Patrick Schultz, David I. Spivak

Chapter 4. Logical Preliminaries

In this chapter, we transition from an external point of view to an internal one. In Chap. 2 we defined the interval domain \(\mathbb {I\hspace {1.1pt} R}\), and in Chap. 3 we defined a quotient \(\mathcal {B}\cong \mathsf {Shv}(S_{\mathbb {I\hspace {1.1pt} R}/\rhd })\) of its topos of sheaves. A main goal of this book is to define a temporal type theory—including one atomic predicate and ten axioms—that has semantics in \(\mathcal {B}\); we do this in Chap. 5. In the present chapter, we attempt to provide the reader with a self-contained account of the sort of type theory and logic we will be using, as well as some important concepts definable therein.
Patrick Schultz, David I. Spivak

Chapter 5. Axiomatics

In Chap. 4, we explained a connection between toposes, type theory, and logic. We also discussed modalities and numeric types in an arbitrary topos. In the current chapter, we will lay out the signature—meaning the atomic types, atomic terms, and axioms—for our specific topos, \(\mathcal {B}\). It turns out that our signature consists of no atomic types, one atomic term, and ten axioms.
Patrick Schultz, David I. Spivak

Chapter 6. Semantics and Soundness

In this chapter, we prove that the temporal type theory developed in Chaps. 4 and 5 is sound in the topos \(\mathcal {B}\). To do so, we begin in Sect. 6.1 by recalling the Kripke–Joyal semantics by which to interpret type-theoretic formulas in the topos \(\mathcal {B}\). Then in Sect. 6.3 we discuss the sheaf of real numbers and Time. We then proceed to our main goal: proving that our type signature—i.e., the one atomic predicate symbol and the ten axioms presented in Chap. 5—are sound in \(\mathcal {B}\). This is done in Sect. 6.5, which begins with a Table 6.2 summarizing the type signature.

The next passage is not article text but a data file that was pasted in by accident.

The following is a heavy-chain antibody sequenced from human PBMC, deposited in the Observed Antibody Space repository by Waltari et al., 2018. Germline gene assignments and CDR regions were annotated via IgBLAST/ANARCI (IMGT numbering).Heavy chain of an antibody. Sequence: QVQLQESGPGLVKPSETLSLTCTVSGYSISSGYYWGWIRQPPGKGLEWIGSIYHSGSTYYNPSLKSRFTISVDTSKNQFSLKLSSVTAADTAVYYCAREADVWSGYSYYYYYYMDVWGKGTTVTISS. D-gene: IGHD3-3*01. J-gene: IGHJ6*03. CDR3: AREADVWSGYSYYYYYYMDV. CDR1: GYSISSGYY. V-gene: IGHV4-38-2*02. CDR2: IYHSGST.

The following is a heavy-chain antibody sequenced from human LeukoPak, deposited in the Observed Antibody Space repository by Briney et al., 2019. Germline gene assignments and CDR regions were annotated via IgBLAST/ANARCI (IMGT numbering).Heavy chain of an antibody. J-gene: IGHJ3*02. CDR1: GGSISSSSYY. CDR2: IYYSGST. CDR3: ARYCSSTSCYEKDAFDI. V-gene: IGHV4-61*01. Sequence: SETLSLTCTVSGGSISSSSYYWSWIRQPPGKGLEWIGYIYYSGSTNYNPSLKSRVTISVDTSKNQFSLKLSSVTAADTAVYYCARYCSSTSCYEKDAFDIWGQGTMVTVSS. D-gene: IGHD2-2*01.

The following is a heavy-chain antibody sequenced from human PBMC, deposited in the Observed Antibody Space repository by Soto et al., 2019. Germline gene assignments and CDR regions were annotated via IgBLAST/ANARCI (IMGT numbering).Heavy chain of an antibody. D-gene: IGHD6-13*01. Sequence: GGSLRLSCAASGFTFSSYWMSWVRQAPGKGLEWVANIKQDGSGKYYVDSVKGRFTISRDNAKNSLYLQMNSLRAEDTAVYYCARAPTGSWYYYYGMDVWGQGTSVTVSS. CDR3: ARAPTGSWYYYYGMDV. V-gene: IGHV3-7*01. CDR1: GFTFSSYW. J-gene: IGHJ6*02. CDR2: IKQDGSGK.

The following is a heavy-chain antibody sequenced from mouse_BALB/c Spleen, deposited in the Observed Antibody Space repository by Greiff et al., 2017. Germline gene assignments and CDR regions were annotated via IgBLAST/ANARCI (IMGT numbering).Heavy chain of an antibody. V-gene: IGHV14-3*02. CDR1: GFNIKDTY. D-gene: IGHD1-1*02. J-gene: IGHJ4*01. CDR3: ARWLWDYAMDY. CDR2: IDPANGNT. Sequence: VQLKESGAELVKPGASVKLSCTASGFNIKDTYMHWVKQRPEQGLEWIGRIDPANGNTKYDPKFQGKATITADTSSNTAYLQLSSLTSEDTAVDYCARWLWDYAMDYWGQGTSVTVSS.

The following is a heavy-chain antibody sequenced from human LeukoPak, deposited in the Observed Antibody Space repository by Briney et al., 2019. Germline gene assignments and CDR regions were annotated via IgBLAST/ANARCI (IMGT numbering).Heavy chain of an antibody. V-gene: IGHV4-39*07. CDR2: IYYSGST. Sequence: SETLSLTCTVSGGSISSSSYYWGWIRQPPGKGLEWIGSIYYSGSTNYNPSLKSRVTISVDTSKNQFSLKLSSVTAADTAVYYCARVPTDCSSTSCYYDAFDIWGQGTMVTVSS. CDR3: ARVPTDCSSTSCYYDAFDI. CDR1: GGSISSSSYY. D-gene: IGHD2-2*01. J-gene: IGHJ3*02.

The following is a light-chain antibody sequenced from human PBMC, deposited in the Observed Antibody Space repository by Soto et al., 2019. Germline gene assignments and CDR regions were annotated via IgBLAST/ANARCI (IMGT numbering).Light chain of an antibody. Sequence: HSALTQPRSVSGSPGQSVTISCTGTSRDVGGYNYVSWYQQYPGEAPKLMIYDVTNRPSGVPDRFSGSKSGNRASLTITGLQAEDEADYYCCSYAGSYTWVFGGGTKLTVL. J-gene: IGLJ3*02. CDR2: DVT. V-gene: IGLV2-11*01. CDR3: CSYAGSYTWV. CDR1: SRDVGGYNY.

Patrick Schultz, David I. Spivak

Chapter 7. Local Numeric Types and Derivatives

In Sect. 4.3 we introduced ten Dedekind j-numeric types for an arbitrary modality j. Namely, we have the j-local lower and upper reals, improper and proper intervals, and real numbers, as well as their unbounded counterparts. They are denoted
Patrick Schultz, David I. Spivak

Chapter 8. Applications

As mentioned in the introduction, we believe that our temporal type theory can serve as a “big tent” into which to embed many disparate formalisms for proving property of behaviors. In this chapter we discuss a few of these, including hybrid dynamical systems in Sect. 8.1 , delays in Sect. 8.2 , differential equations in Sect. 8.3 , and labeled transition systems in Sect. 8.4.4 . This last occurs in Sect. 8.4 where we briefly discuss a general framework on machines, systems, and behavior contracts. Next in Sect. 8.5 we give a toy example—an extreme simplification of the National Airspace System—and prove a safety property. The idea is to show that we really can mix continuous, discrete, and delay properties without ever leaving the temporal type theory. We conclude this chapter by discussing how some temporal logics, e.g., metric temporal logic, embeds into the temporal type theory.
Patrick Schultz, David I. Spivak

Backmatter